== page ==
Child support is affected by the parenting plan. Colorado uses two different support worksheets: Worksheet A is used when there are less than 93 overnights per year; Worksheet B is used when each parent has at least 93 overnights with the children each year. With an equally shared parenting plan, the overnights are usually calculated as 182 and 183 with the 183 overnights going to the parent who pays the childcare costs directly to the provider and takes the income tax credit (on the worksheet, the after-tax credit amount is used). Worksheet B child support is usually lower than the Worksheet A amount as it is presumed that both parents contribute to the children’s expenses in addition to the amount of support paid.
Post-decree modification of parenting plan schedules is also affected by whether the parenting time is equally shared or not. If the parenting time is equally shared, then changes or modifications in parenting time is determined on a “best-interests” standard. If the time is not equally shared, and the minority time parent seeks to have more parenting time and become the majority time parent over the objection of the other parent, then the minor parent must prove that the children are endangered unless the parenting time schedule is changed.
Parenting Plans also specify how major decisions are made for the children. Major decisions include choice of school, medical providers, religious training, extracurricular activities and other significant events. Major decisions are not the routine day-to-day decisions — these types of decisions are typically made by the parent having the physical care of the child at the time. Major decision-making authority may be allocated to either one or both parents. When both parents share decision-making authority, neither parent may act unilaterally and a joint decision is required.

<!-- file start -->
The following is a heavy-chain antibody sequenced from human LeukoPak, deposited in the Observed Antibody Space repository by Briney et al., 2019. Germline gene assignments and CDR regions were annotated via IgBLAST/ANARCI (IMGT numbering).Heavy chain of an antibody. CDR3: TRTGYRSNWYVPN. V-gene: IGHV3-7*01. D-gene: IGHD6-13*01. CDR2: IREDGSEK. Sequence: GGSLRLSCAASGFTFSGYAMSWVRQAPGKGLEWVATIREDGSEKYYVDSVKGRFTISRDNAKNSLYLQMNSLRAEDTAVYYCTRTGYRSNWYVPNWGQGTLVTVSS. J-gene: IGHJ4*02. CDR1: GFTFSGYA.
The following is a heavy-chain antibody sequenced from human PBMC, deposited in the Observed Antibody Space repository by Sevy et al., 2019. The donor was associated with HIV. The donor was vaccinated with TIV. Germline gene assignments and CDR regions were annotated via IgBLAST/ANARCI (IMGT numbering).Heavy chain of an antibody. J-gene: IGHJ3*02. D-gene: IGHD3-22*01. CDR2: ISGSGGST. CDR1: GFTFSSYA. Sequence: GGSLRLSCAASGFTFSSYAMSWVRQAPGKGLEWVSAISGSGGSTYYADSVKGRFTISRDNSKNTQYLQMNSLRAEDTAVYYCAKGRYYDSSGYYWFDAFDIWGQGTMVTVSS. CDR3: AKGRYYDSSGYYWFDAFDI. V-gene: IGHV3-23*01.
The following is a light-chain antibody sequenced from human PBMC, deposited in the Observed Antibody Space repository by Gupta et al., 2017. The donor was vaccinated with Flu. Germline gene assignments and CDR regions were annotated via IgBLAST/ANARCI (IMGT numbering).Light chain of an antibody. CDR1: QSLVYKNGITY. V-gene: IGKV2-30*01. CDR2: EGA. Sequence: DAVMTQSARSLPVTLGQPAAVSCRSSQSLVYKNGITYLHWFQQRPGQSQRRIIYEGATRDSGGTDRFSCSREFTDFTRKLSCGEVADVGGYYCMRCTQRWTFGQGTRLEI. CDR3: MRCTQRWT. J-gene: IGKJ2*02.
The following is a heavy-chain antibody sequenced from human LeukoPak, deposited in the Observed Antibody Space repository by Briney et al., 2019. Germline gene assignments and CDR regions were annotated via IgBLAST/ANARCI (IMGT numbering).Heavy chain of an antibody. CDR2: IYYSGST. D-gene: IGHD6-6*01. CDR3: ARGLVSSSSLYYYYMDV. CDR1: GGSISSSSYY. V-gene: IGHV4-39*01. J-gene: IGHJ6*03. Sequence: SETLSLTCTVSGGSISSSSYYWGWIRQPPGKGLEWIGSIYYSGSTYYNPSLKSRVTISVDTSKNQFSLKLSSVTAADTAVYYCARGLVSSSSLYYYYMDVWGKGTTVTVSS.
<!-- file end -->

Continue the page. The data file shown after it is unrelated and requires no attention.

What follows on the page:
Between parenting time and decision-making, parenting time is probably the most important because the parent will have the ability to influence their children on a daily basis whereas the need to make a major decision usually occurs only once in a while.
For a parent wanting to share the benefits and burdens of raising their children with the other parent, equally sharing the responsibilities (50/50) is very important from the start. Less than equal, means that the other parent may always have the “upper hand” in both raising and making decisions for the children. The children need both parents in their lives.
The information provided above is general in nature, is not intended as legal advice for your particular situation and should not be relied upon without first consulting with legal counsel. Martin Law Firm provides legal representation in custody and parenting time matters in the Denver Colorado metro area and will tailor its services to your particular needs and unique circumstances.
https://brettwmartin.com/wp-content/uploads/2016/04/Martin-Law-Firm.jpg00Brett W. Martin, Esq.https://brettwmartin.com/wp-content/uploads/2016/04/Martin-Law-Firm.jpgBrett W. Martin, Esq.2017-01-09 08:35:562018-01-31 07:46:59Parenting Plans